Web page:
Wednesday, November 18, 2015

Breaking Down Walls to Increase Teacher Confidence When Integrating Technology

I've been an Instructional Technology Specialist (Tech TOSA) for the past year and a half.  In my role, it is my job to help train and coach teachers in my district to integrate technology into their curriculum to enhance instruction, transform student learning, and meet the CCSS standards related to technology.  While many teachers are excited to use technology in the classroom, and the Chromebook carts are being checked out and are in constant demand, many more teachers are still not comfortable using technology in the classroom.  Many lack the confidence to use technology with their students.

There seem to be a variety of reasons why teachers are afraid to use technology with their students.  Some feel that they don't have a grasp on using the technology themselves, and don't want to feel that they are not in control in their classrooms, or not the expert of everything.  Some have had bad experiences in the past with the wifi or technology not working, and don't want to run into problems again.  Others are afraid of classroom management issues, such as students being off task and texting, surfing the web, etc.  All of these issues seem to lead to the idea of mindset.  

My goal is to slowly change hesitant teacher's mindset about using technology in the classroom.  I want them to understand that the teacher doesn't have to be an expert on the technology tools; they can rely on students to be the experts and share with their classmates.  And while the network may go down or tech may fail, it is important to always have a plan B, or even a plan C, because non-tech lessons may not work either, and you always have to have a fallback plan.  And lastly, students will always be tempted to get off task if they don't have an engaging assignment.  Before computers, smart phones, and texting, students passed notes.  The same classroom management skills and strategies that you use in a class without technology, are still important in a class with technology.

Mark Anderson, @ICTEvangelist
A few weeks ago, I saw this diagram "Teacher confidence in use of technology" by Mark Anderson in my Twitter feed.  This diagram perfectly describes the different levels teachers are at in my district.  I feel like many have moved on to the mastery, impact, and innovation levels.  But there are still a lot more at the survival level.  These teachers are scared to use technology with their students, and don't seem to be able to move up to the next level.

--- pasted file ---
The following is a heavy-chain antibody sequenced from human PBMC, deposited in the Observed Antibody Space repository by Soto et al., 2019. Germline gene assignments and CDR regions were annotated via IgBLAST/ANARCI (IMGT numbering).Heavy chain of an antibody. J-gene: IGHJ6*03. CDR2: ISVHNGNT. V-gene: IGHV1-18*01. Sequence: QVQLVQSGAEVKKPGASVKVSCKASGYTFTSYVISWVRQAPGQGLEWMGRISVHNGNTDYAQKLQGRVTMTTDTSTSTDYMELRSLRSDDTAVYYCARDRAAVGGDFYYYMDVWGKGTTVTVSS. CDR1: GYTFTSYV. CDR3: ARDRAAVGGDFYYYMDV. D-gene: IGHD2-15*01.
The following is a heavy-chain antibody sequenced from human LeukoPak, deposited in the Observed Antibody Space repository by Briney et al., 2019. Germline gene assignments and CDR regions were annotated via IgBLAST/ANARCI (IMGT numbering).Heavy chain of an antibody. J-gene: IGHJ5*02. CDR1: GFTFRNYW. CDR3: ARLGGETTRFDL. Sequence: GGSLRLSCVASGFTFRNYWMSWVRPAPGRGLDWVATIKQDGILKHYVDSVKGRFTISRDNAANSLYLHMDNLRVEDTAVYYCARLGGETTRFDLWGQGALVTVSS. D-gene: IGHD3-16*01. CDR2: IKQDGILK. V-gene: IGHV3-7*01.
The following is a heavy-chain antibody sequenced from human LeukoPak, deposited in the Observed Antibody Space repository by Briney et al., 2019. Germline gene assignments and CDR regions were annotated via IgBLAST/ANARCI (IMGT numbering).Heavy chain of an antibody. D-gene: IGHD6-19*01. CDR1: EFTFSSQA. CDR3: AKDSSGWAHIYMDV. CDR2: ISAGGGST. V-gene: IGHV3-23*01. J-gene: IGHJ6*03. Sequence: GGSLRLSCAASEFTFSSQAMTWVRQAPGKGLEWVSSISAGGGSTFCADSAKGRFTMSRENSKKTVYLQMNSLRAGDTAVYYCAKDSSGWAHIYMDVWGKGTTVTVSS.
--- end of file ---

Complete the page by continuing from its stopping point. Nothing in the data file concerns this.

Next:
To get to mastery, the simple answer is that the teachers should receive training and play and practice with the different tools.  Then that would increase their comfort and confidence.  But many seem stuck.  They know they need practice, they know they need to sign up for training, or one on one appointments, but they don't always do that.  They have built up a wall of fear, that they have a hard time climbing over it.

How can I break down the walls that these teachers have built?  How can I change their mindset about technology and alleviate their fears?

I'd love for administrators to model using different tech tools in staff meetings, and to have technology purposely integrated into all professional development my district offers, not just the tech PD offerings.  I feel that this would help hesitant teachers start to see the benefits that using technology could provide to learning.  But this is a challenge for me in my district right now, and I feel like I'm making baby steps in these areas, but it's not enough.  Yet.

Another thing that I just started to try is to work with teachers to "crash their lesson".  (This ideas is based on the Yard Crashers TV show.)  In this process, I meet with a teacher and look at a lesson that they have already used in the past, that they would like to improve, and we find a way to use technology to enhance the lesson to meet their content goals and standards.  We plan a revised version of the lesson, and then I go to their class to co-teach the lesson or just help out and provide support while they teach it.  Afterwards, we reflect on the process and share what we've done with the whole staff as part of a weekly Tech Tip blog post.  It's starting to get other teachers, who are at the Survival level, to book appointments with me to brainstorm ideas to include technology in their lessons.  I'm hoping that this continues and spreads by word of mouth to other teachers.  

Do you have any suggestions to help teachers make that huge jump from survival to mastery?  How do you break down those walls that have been built?  Please share your ideas in the comments section below. I'd love to see what has worked for you.

1 comment:

  1. I think when teachers receive consistent and regular support/coaching, and/or has successful lesson plans that they can use, couple with continual practice and development of tech knowledge and know-how, they are more likely to transition. Fear, like you mentioned, stops anyone from trying. For teachers, since they are in front of so many students, worry even more.

    When teachers start seeing the benefit, their desire and commitment will become stronger, and a position cycle starts.